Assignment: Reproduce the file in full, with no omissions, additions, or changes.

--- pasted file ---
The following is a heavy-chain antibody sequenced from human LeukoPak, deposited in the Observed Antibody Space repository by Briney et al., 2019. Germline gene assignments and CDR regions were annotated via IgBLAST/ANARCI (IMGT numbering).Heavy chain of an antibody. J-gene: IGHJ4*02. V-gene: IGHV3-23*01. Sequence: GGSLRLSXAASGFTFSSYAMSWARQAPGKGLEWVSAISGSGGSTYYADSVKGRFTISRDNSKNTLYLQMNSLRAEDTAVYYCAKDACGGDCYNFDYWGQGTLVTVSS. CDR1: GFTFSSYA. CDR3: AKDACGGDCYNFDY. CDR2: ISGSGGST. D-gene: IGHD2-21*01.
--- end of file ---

The following is a heavy-chain antibody sequenced from human LeukoPak, deposited in the Observed Antibody Space repository by Briney et al., 2019. Germline gene assignments and CDR regions were annotated via IgBLAST/ANARCI (IMGT numbering).Heavy chain of an antibody. J-gene: IGHJ4*02. V-gene: IGHV3-23*01. Sequence: GGSLRLSXAASGFTFSSYAMSWARQAPGKGLEWVSAISGSGGSTYYADSVKGRFTISRDNSKNTLYLQMNSLRAEDTAVYYCAKDACGGDCYNFDYWGQGTLVTVSS. CDR1: GFTFSSYA. CDR3: AKDACGGDCYNFDY. CDR2: ISGSGGST. D-gene: IGHD2-21*01.